Birmingham Children’s Hospital

Birmingham Children’s Hospital is a beacon of medical excellence and loving care, giving thousands of youngsters a new life and fresh hope every year

As anyone with a young family knows, looking after an unwell child is one of the hardest jobs in the world. Fortunately for most, when illness strikes it amounts to little more than the odd virus or rash, sniffle or sneeze, and things are quickly back to normal much to the relief of worried and tired mums and dads. But imagine for a moment what it would be like if your family was just a bit bigger. How would you cope with more than 700 sick children wanting your help every day of the year? And what if the illnesses are much, much more serious? That’s the size of the task facing Birmingham Children’s Hospital. “We are a world class hospital and very proud of who we are and what we do,” said chief executive Sarah-Jane Marsh. “We aim to provide the best healthcare possible for children and young people, giving them the support and treatment they need in a hospital without walls.”


The hospital has been making the young better for more than 150 years, having opened in 1862 as the Birmingham and Midland Free Hospital for Sick Children in Steelhouse Lane. In 1998 it became the Diana Princess of Wales Children’s Hospital before taking its current name. Today it is recognised as not only the best of British but also a global leader in the research, development, treatment and care of the young. Unlike most other children’s hospitals, such as Great Ormond Street in London, BCH provides general services – it has an emergency centre – as well as nearly 40 specialities. These include liver transplant, bowel and cardiac surgery, burns and major trauma treatment and blood and bone marrow transplants. BCH is a national specialist centre for epilepsy surgery as well as a centre of excellence for complex heart conditions, cancer and liver and kidney disease. It is also one of the largest child and adolescent mental health service providers in the UK with a dedicated Eating Disorder Unit, while also leading the NHS with its Rare Diseases Research Centre. As well as treating more than a quarter-of-a-million youngsters each year, BCH also deals with more than 160,000 outpatient visits and more than 50,000 Emergency Department patients. State-of-the-art facilities include 14 theatres, a £3.7 million MRI scanner which supports pioneering research in brain tumours in children and a world-class facility which leads the way with pioneering international research into childhood cancer and liver diseases; infant brain tumours; infection and immunity; nutrition; and drug use in children. Key to BCH’s mission statement is its pledge to be a hospital ‘without walls’ making life as normal and relaxed as possible for both children and their parents. Inhouse, there’s a 61-room parent and family accommodation facility, while outside hospital-at-home teams set up programmes so as many children as possible can be treated and nursed in the familiar surroundings of their own homes.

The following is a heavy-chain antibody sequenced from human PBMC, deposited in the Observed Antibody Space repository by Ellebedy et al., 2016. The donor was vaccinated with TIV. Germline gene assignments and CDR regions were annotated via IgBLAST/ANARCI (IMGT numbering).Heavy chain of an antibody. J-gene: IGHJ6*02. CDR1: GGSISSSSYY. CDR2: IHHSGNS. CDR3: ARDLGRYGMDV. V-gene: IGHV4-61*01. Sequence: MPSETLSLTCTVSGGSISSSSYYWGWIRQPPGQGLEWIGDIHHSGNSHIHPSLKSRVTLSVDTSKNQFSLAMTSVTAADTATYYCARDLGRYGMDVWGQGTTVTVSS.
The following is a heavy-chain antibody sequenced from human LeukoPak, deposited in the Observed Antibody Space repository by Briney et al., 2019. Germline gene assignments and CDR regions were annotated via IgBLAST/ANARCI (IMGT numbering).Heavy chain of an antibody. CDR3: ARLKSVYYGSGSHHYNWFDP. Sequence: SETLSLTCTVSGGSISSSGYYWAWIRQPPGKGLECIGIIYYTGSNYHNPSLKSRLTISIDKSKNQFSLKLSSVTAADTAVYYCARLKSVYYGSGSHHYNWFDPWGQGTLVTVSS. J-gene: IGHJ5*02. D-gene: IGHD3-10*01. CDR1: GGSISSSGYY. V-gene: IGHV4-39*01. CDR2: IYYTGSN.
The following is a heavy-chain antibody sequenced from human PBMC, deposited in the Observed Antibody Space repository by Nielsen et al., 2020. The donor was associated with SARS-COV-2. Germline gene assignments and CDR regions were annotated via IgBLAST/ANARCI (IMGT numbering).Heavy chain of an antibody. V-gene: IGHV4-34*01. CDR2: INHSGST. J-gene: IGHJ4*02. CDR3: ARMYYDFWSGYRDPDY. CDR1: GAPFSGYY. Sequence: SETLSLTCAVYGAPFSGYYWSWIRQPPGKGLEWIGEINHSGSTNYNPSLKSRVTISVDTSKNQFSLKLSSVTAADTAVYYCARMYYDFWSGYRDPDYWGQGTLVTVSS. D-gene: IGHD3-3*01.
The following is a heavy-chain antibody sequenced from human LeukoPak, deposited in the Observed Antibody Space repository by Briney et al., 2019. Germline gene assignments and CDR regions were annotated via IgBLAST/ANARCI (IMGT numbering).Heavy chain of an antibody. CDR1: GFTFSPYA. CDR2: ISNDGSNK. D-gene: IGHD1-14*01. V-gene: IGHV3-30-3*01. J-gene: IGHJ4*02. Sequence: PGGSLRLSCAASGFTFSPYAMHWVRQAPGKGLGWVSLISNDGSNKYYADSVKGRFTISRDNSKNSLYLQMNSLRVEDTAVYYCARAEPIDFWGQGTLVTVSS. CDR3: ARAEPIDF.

“We never forget we are a children’s hospital and that children need the chance to play and learn. This can have a huge impact on their successful recovery,” said Sarah-Jane. BCH has its own fund-raising team which raises more than £5 million a year. Charitable donations fund improvements to the hospital’s environment providing playrooms, family areas and a sensory garden – and paid for an £800,000 refurbishment of the Emergency Department. In addition, nearly £250,000 alone was raised from participants if the Great Birmingham Run. A £4 million appeal to pay for a world class children’s cancer facility, which will help treat the 240 new cases a year of youngsters with the disease, is within touching distance of its goal. “The hospital’s reputation and success means we are always facing growing demands,” said Sarah-Jane, “and keeping up with that demand and having the right expert people and the right facilities in the right place is crucial.” There’s certainly no one better placed than Sarah-Jane to make those right calls. A true Brummie, she worked in hospitals at Walsall, Worcester, Redditch and Bromsgrove before taking up the helm in Birmingham. So, she knows exactly how local people think and what they want.


  • 1951 – First UK successful hole-in-the-heart operation
  • 1998 – First UK child triple-transplant of small bowel, liver and pancreas
  • 2001 – First UK successful separation of conjoined twins
  • 2015 – Recognised as international leader across 34 medical specialties including cardiac services, neurosurgery and trauma surgery